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  • #58707
    Angelacherry
    Flatchatter

    I moved in a townhouse under strata tile in Victoria ( a group of 4 townhouses sharing one drive way as common property) and our house is at the far end of this long driveway . There is no car park on the common property as shown in the plan of subdivision.

    In front of my lot next to the drive way, there is an irregular shaped small concreted area which has been used by my neighbors as a car space. My OC claims even though it has not been marked as a car park in the plan, we should pass a special resolution to classify it as a car space which can be used by all lot owners and their visitors.

    By using it as a car park, however, it obstruct my access to the vegetation area of my property as well as create safety concerns as larger vehicles and vans has been using my front yard to reverse out of the complex, instead of utilizing the irregular area.

    May I ask if the OC is correct in the proposal of special resolution to classify it as car space? Is there any approval needed as I believe car park development has strict rules. What options do I have to take against the proposal?

Viewing 7 replies - 1 through 7 (of 7 total)
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  • #58709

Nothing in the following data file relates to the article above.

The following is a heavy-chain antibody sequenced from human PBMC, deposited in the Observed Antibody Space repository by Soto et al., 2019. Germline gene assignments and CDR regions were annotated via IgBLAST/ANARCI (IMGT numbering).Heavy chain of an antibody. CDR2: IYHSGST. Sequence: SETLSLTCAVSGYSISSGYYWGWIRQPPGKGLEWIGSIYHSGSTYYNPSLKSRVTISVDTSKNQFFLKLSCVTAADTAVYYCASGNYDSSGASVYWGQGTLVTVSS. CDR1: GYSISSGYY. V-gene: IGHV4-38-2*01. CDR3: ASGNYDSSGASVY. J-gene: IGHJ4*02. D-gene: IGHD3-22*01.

Jimmy-T
    Keymaster

    I would think this would require a change of use permit from your local council.  And, apart from anything else, it pretty much guarantees a permanent free parking spot for your neighbour who already parks there.

    I think your owners corporation is being deceitful here, at your cost.  I would put up a counter proposal that the area be clearly marked “no parking” as it may well be that it was intended to be a turning area in the first place.

    And I would make it clear that you believe that effectively giving a free additional parking area to one resident – which is what this would do – is an illegal misuse of common property.

    I would bet that owners has persuaded the other owners to back them becasue it doesn’t make any difference to them.

    But the first thing to do is to call your local council’s planning department.

    #58711
    Austman
    Flatchatter

    OCs permit extra parking on common property quite often.

    When this issue has come up at Tribunals, there have been a few things that affected lot owners have used in their challenge:

    1. There is an Australian Standard, AS 2890.1-2004 Parking Facilities Off-Street Car Parking, that councils usually specify in their planning approval.  That standard includes required maneuvering areas.  It’s unlikely an OC would be able to propose any changes unless that standard is maintained.

    2. Access to lot property can’t be blocked by an OC’s actions.

    Lot owners have successfully stopped OCs due to the above.

     

    #58715
    Jimmy-T
    Keymaster

    1. There is an Australian Standard, AS 2890.1-2004 Parking Facilities Off-Street Car Parking, that … includes required maneuvering areas. It’s unlikely an OC would be able to propose any changes unless that standard is maintained.

    Sounds like a compelling argument for asking the OC to mark the area as “no parking” rather than handing it to your neighbour as a freebie (because that’s what all the BS about visitor and extra resident parking probably really means).